Palliative care can provide pain and symptom relief, support, and coordinated, holistic care for people who have serious illnesses. Find out more about palliative care.
By Mayo Clinic Staff
If you or a loved one has a serious or life-threatening illness, you might have thought about palliative care. To understand palliative care and how it can help relieve pain and improve quality of life, consider the following questions.
Palliative care is a multidisciplinary medical specialty that aims to improve quality of life for people who have serious or life-threatening illnesses. Palliative care takes into account the person's emotional, physical and spiritual needs and goals — as well as the needs of his or her family.
Palliative care doesn't replace primary medical treatment. Instead, palliative care is provided in conjunction with all other medical treatment.
Palliative care is available at any time during a serious or life-threatening illness, while hospice care is available only at the end of life — when curative or life-prolonging treatments have been stopped. You don't have to be in hospice to receive palliative care.
Anyone who has a serious or life-threatening illness can benefit from palliative care, either to treat symptoms of the disease, such as pain or shortness of breath, or to ease the side effects of treatment, such as fatigue or nausea.
Palliative care may be a good option for someone with a serious illness who needs help:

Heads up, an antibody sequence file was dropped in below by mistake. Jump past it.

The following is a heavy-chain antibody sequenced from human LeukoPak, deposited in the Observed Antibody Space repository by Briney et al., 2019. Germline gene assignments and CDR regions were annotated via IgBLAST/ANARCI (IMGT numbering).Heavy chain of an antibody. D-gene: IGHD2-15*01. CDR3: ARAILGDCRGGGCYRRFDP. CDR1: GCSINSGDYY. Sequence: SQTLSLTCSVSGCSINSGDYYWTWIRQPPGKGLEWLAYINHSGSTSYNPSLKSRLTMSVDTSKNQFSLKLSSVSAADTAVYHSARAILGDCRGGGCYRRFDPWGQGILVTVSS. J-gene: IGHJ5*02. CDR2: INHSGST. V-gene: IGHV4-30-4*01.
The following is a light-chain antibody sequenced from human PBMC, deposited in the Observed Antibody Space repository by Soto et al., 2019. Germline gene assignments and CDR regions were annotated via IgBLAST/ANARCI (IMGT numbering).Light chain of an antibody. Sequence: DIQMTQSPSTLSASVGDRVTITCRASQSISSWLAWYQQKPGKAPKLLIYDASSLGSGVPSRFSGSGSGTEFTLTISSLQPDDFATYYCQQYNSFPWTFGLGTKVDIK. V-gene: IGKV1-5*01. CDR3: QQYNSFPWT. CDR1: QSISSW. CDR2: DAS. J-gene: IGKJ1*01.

- Managing pain or other symptoms
- Understanding and coping with his or her condition
- Navigating the health care system
Palliative care can be provided throughout treatment for a serious illness — whether you or your loved one is being treated on an outpatient basis or in a hospital or a nursing home. This type of treatment can be provided by various specialists, including doctors, nurses, social workers, psychologists, counselors, chaplains, registered dietitians, pharmacists and rehabilitation specialists.
A palliative care specialist works with the primary care doctor and a team of other health care professionals to create a treatment plan that eases symptoms, relieves pain, addresses spiritual and psychological concerns, and helps maintain dignity and comfort.
A palliative care specialist can also help you or your loved one communicate with doctors and family members and create a smooth transition between the hospital and home care or nursing facilities. The palliative care team will educate you and your family members about what to expect and schedule routine meetings to discuss ongoing care throughout the course of your illness.
Here's one example of how palliative care works: You have a history of heart failure and are increasingly short of breath, which makes it hard for you to do even simple chores around the house. You live at home with a partner who also has health problems. You find that getting all of the care you and your partner need is becoming more difficult, and you're not sure how to plan for the future. This has been stressful for you and your family physically, psychologically, spiritually and financially.
Your primary care doctor suggests that you consider palliative care and explains that a palliative care team will work with you to determine how to ease your symptoms and improve your quality of life.
If you're interested in obtaining palliative care for yourself or a loved one, ask your doctor or your loved one's doctor about palliative care options and if a program is available in your area.
Jan. 10, 2013
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